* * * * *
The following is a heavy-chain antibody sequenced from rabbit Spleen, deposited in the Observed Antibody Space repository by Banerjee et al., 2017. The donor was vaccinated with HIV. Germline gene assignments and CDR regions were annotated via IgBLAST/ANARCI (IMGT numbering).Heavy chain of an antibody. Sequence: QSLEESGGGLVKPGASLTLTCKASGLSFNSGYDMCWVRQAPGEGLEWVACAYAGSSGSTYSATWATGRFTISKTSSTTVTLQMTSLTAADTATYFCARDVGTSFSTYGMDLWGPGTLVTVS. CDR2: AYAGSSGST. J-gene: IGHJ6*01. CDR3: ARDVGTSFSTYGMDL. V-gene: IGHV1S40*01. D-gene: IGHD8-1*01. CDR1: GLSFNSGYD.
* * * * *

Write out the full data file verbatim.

The following is a heavy-chain antibody sequenced from rabbit Spleen, deposited in the Observed Antibody Space repository by Banerjee et al., 2017. The donor was vaccinated with HIV. Germline gene assignments and CDR regions were annotated via IgBLAST/ANARCI (IMGT numbering).Heavy chain of an antibody. Sequence: QSLEESGGGLVKPGASLTLTCKASGLSFNSGYDMCWVRQAPGEGLEWVACAYAGSSGSTYSATWATGRFTISKTSSTTVTLQMTSLTAADTATYFCARDVGTSFSTYGMDLWGPGTLVTVS. CDR2: AYAGSSGST. J-gene: IGHJ6*01. CDR3: ARDVGTSFSTYGMDL. V-gene: IGHV1S40*01. D-gene: IGHD8-1*01. CDR1: GLSFNSGYD.